Signature Sounds: Which Guitar Pedals & Effects Do the Pros Use To Get Their Tone?
Depending on what type of music you’re intending to play, you may find yourself wondering which guitar pedals and effects are used for that genre of music or even by a specific guitarist. Sometimes it’s fairly obvious: You’re probably not going to be using a death metal distortion pedal if you’re planning to play your favorite John Mayer tune. But hey, maybe you should try that. It might sound awesome. This post will detail the types of effects that are used by nine guitarists of differing styles including the specific guitar pedals that they are using. Being that they are rich and famous (or deceased in cases), some of the effects and pedals are discontinued. Usually you can find them on Ebay for a small fortune, but in either case, I’ll give a less expensive alternative to get a similar tone. If you’re interested in learning which guitar effects are used by music genre, that’s covered in a separate post.
1. Jack White: Thick Fuzz
Jack is a huge fan of big thick sounding fuzz. From the White Stripes and Raconteurs to his solo work, Jack loves the Electro-Harmonix Big Muff Pi with the dials set around midnight. Another huge component of his sound is the Electro-Harmonix P.O.G. or Polyphonic Octave Generator, which creates multiple different octaves very smoothly at once. A less expensive, yet extremely high quality Micro POG is also available.
2. Jimi Hendrix: The Pioneer
Jimi was a pioneer in effects use at a time when few guitarists bothered to try anything. He made the Wah effect famous on songs like “Voodoo Child” with the Vox Wah which is still available in its original form today for a reasonable price. He was also a big fan of fuzz, and at Woodstock he used a Dallas-Arbiter Fuzz Face, which has been reissued to Jimi’s specs by Dunlop.
3. The Edge: Major Delayer
The guitarist for U2 has one of the largest effects arrays ever assembled at over fifty different effects. But the ones that give him his signature tone are delays. The Electro-Harmonix Memory Man for the older songs, and digital delay for most of the newer songs. His choice for digital delay is the discontinued TC Electronics 2290 rack-mounted delay unit which will set you back a couple of thousand dollars on Ebay. But if you’re looking for something similar and less pricey, the TC Electronics Nova Delay or Boss DD-6 will do an excellent job.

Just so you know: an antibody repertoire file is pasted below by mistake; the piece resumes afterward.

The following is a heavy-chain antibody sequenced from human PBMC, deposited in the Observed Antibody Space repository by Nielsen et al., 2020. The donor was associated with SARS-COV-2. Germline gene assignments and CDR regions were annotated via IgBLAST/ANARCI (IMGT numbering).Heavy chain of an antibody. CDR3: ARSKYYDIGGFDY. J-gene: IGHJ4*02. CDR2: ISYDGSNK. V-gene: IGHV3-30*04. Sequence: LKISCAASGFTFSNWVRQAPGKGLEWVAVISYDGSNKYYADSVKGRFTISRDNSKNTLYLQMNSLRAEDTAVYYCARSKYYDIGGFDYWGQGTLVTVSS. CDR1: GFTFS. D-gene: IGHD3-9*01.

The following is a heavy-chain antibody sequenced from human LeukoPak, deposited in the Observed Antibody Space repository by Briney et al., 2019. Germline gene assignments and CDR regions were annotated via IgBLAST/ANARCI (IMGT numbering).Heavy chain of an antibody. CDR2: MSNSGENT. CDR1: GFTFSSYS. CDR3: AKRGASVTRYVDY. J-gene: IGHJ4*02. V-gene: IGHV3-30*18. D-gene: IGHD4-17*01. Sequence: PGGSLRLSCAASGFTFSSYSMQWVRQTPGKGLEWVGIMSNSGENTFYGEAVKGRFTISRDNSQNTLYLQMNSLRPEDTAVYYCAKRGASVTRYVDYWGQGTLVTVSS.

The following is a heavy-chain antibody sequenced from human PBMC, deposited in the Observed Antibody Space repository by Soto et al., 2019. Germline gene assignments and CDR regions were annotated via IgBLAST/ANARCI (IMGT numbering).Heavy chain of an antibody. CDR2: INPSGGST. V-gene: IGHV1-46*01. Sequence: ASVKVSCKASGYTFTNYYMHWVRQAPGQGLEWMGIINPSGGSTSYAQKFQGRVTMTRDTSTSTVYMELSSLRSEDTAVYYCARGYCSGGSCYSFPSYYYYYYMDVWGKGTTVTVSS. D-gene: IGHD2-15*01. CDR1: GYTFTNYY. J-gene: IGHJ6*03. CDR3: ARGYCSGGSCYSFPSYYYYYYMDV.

4. David Gilmour of Pink Floyd: The King of Psychedelic
For the king of psychedelic guitarists, David Gilmour used surprisingly few guitar pedals. For distortion and fuzz he is also a big fan of the Electro-Harmonix Big Muff Pi as well as the Fuzz Face. For delay, his choice for many years was the Binson Echorec which is a tape type delay. These are tough to come by these days and quite a challenge to maintain. Portland, Oregon based effects company Catalinbread has recently introduced their Echorec pedal which does an absolutely stunning job of recreating the original vintage sound in a more convenient pedal design.
5. John Mayer: Modern Day Blues Man
A fan of classic blues for the most part, John gets a lot of his tone from three different Ibanez Tube Screamers. The classic TS-808 (which has been reissued), the standard TS-9 and the, unfortunately, discontinued TS-10. Though these guitar pedals all accomplish the same basic goal of adding light overdrive and boost, they all have a slightly different tone, and John often likes using them in combination with each other to achieve different levels of overdrive.
6. Slash: Master of Distortion
While the former Guns ’n’ Roses guitarist likes to add little accents of effects like chorus to certain songs, Slash is known for huge distortion and solos that are full of Wah. The majority of his distortion comes from his amps, which are classic Marshall JCM-800s turned all the way up. For his Wah effect, Slash started out with the Dunlop Crybaby 535Q which is an upgraded version of their classic Crybaby. Once he became a household name, however, Dunlop created a Slash signature Wah that is based
on the 535Q, but with an extra boost control to add even more punch.
7. Stevie Ray Vaughn: Blues on Overdrive
The late great bluesman wasn’t a fan of big effects rigs, and he didn’t really need them. The one trick that Stevie consistently had up his sleeve was his overdrive. He loved the Ibanez Tube Screamer TS-808 and figured that the only thing better than one was two. He often ran one TS-808 directly into the other to add layers of drive to his sound. It was also a great way to boost his volume when switching from rhythm playing to solos.
8. Kurt Cobain: The Minimalist Grunge Rocker
The quintessential grunge rocker was a fan of a dirty stripped down sound that changed music forever, but that doesn’t mean that he didn’t have a couple of stompboxes on stage. Always one to keep it simple, Kurt favored the Boss DS-1 distortion pedal that retails for an absurdly low forty dollars. It may be an entry level pedal, but it still has excellent tone for a heavy distortion. Another of his signature effects was the Electro-Harmonix Small Clone chorus which can be heard, most notably, on the song “Come As You Are”.
9. Jonny Greenwood of Radiohead: Out of this World
Not just a guitarist, but also an accomplished pianist and classical composer, Jonny Greenwood serves many functions in Radiohead. Sometimes he’s creating otherworldly sounds via envelop filters like the DOD440 or the Roland Space Echo RE201, but he’s also known for heavy distorted guitar tones. On many Radiohead songs from ‘The Bends’ and ‘OK Computer’ Jonny uses either the ProCo Rat or a Marshall Shredmaster pedal. The Rat can be found at many music shops for under $100. For the record, Jonny has much more gear so check out sites like The King of Gear for an alarming amount of detail on his gear while on tour throughout the years.